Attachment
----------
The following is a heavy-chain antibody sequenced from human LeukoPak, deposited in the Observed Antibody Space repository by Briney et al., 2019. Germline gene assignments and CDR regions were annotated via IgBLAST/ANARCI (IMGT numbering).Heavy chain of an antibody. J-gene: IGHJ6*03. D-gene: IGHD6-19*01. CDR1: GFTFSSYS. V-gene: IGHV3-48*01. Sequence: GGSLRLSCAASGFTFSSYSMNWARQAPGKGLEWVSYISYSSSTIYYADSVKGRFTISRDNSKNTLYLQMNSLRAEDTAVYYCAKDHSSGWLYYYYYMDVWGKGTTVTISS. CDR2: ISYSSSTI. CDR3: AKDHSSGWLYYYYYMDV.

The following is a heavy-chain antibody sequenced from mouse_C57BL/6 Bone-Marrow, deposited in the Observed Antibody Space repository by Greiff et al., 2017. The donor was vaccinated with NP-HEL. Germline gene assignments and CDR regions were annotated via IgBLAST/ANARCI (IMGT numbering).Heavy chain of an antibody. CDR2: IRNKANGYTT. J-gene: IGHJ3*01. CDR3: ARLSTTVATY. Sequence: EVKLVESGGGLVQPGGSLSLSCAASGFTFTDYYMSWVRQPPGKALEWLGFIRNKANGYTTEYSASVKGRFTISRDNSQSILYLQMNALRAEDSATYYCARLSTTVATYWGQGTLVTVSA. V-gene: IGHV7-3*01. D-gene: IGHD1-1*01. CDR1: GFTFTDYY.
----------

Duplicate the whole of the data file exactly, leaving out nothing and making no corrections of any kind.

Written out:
The following is a heavy-chain antibody sequenced from human LeukoPak, deposited in the Observed Antibody Space repository by Briney et al., 2019. Germline gene assignments and CDR regions were annotated via IgBLAST/ANARCI (IMGT numbering).Heavy chain of an antibody. J-gene: IGHJ6*03. D-gene: IGHD6-19*01. CDR1: GFTFSSYS. V-gene: IGHV3-48*01. Sequence: GGSLRLSCAASGFTFSSYSMNWARQAPGKGLEWVSYISYSSSTIYYADSVKGRFTISRDNSKNTLYLQMNSLRAEDTAVYYCAKDHSSGWLYYYYYMDVWGKGTTVTISS. CDR2: ISYSSSTI. CDR3: AKDHSSGWLYYYYYMDV.

The following is a heavy-chain antibody sequenced from mouse_C57BL/6 Bone-Marrow, deposited in the Observed Antibody Space repository by Greiff et al., 2017. The donor was vaccinated with NP-HEL. Germline gene assignments and CDR regions were annotated via IgBLAST/ANARCI (IMGT numbering).Heavy chain of an antibody. CDR2: IRNKANGYTT. J-gene: IGHJ3*01. CDR3: ARLSTTVATY. Sequence: EVKLVESGGGLVQPGGSLSLSCAASGFTFTDYYMSWVRQPPGKALEWLGFIRNKANGYTTEYSASVKGRFTISRDNSQSILYLQMNALRAEDSATYYCARLSTTVATYWGQGTLVTVSA. V-gene: IGHV7-3*01. D-gene: IGHD1-1*01. CDR1: GFTFTDYY.